In your latest book Openly Straight you look at the traditional coming out story from a completely unique angle. How was your own coming out experience and did it inspire your characters?
Coming out as a teen was one of the hardest, most traumatic experiences I've ever had, and I think I gravitated toward writing the kinds of books I write because of this. It's a way of re-living and re-imagining my own experience, as well as "paying it forward" and helping others who are coming out now. It was a different time when I came out for the first time -- the 1980s. We didn't have all the gay role models that we have now, and I had to search the word "homosexuality" in my school library. All that came up were stories of this new disease -- AIDS -- that was killing gay men. Consequently I felt very alone, and I also felt very afraid. My experience telling family members was really mixed. My mother really struggled with the news, even though she had many gay and lesbian friends. It wasn't what she wanted for me. My stepfather was a very macho guy, and he hated things he perceived as weaknesses. I guess he saw me being gay as a weakness, because it destroyed our relationship. To this day it hurts to think about that time in my life. So I suppose that I write about characters who have less of a struggle than I have. I don't know why. It's a different time, perhaps.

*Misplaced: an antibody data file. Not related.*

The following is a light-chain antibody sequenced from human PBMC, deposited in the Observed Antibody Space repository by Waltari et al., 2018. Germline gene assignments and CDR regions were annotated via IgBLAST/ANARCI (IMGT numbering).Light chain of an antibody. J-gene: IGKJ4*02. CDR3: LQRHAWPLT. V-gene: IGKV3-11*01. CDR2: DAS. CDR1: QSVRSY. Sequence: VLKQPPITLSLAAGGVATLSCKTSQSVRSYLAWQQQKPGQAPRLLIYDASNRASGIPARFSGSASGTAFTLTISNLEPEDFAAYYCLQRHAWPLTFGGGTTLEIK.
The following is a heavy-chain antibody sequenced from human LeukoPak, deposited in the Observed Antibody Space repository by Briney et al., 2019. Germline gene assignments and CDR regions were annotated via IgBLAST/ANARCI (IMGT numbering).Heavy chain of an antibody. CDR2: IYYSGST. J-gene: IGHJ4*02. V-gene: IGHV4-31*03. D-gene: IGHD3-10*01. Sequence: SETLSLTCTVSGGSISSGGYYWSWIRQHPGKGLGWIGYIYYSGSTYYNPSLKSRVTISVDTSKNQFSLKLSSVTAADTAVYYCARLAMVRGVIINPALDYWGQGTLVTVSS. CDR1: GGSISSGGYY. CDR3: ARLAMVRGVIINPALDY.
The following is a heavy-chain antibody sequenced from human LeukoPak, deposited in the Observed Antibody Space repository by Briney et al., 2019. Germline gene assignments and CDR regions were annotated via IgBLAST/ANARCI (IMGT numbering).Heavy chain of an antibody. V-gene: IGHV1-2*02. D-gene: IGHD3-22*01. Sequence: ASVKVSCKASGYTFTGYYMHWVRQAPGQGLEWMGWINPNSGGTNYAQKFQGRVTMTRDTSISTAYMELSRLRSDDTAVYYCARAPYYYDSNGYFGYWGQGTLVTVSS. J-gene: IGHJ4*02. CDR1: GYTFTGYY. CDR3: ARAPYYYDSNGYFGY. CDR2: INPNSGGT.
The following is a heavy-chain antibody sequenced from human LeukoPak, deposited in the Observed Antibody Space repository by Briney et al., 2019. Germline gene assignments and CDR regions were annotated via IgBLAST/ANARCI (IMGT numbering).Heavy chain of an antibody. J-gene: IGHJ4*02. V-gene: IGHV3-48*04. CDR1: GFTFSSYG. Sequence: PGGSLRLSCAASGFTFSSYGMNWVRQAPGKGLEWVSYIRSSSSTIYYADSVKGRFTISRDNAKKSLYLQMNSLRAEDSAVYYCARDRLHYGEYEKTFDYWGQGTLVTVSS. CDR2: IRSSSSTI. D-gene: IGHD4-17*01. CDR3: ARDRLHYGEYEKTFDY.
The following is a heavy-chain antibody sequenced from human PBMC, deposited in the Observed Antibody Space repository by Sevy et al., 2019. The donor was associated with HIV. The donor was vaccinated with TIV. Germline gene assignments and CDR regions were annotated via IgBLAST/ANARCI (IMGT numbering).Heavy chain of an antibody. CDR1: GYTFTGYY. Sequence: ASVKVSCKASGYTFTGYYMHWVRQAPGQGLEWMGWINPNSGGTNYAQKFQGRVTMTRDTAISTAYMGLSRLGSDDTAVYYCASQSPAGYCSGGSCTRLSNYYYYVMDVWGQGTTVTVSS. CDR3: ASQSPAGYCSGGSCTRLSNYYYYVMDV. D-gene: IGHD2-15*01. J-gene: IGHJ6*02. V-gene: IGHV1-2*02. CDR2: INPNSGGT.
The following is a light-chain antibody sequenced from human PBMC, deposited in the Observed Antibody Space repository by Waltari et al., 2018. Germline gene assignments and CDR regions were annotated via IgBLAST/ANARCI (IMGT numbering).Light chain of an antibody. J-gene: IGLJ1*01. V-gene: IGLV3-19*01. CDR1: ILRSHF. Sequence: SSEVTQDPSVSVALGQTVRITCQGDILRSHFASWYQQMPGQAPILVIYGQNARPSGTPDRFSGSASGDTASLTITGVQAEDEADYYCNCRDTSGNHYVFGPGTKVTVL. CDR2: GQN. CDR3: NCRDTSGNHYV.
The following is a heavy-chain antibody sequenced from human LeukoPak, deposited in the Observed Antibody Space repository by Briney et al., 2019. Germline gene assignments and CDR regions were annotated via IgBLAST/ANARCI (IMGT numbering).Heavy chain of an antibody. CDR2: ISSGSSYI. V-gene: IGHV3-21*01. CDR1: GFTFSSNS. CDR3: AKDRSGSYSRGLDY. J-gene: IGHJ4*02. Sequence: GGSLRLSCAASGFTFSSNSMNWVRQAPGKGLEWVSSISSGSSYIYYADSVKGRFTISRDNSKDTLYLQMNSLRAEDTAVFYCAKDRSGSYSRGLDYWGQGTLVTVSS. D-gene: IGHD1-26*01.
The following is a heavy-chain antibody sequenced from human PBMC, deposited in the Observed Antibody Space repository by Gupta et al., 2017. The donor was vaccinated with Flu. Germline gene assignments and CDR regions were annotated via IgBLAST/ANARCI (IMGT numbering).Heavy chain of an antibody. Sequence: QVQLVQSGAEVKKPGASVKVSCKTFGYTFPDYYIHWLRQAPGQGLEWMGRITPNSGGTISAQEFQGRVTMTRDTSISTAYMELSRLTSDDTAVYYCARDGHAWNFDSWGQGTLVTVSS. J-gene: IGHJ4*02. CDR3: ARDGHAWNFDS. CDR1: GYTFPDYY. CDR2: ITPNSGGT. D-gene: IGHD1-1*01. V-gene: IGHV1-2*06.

How much of your experiences of being a young gay man do you put into your writing? Are any of the situations in your books written from an autobiographical angle?
So much of what I write comes from my own life. Even if I translate it, it is emotionally true for me. People often comment that they can feel so much of what my characters feel, and I think that's because I felt it as I wrote it. I relived feeling like the only gay person in the world like me in Out of the Pocket. In Openly Straight, I relived feeling exhausted by having to constantly come out to strangers when really being gay is not the most important part of my identity. That's something I felt as a teen, and that's something I continue to feel as an adult, and hence it appears in my story. I often joke that I'm an emotional idiot, and I only know what I'm feeling by reading what I've written. It all seems to come back to something elementary and essentially true about me.
In your debut novel Out Of The Pocket, sport plays a significant part. Can you tell us about your experiences in the world of sports writing and how this helped you when writing your books?
From a young age, I was interested in sports. I was the type of child who would be out playing football or baseball with my friends until it was simply too dark to see the ball. So when I started to realize in my teen years that I was gay, I struggled to understand how these identities fit together. How could I be a jock and gay at the same time? It was the 1980s; we didn't have as much information as we have now. I thought I was the only athletic kid having these thoughts. Boy was I wrong! But anyway, I wound up working as a sports writer in my 20s after college.
"I was out with my family and friends, but when I went to work at ESPN, I looked around at the sports world and there were no openly gay guys working in sports. So I decided if I wanted my dream job, the price was I couldn't be honest about who I was."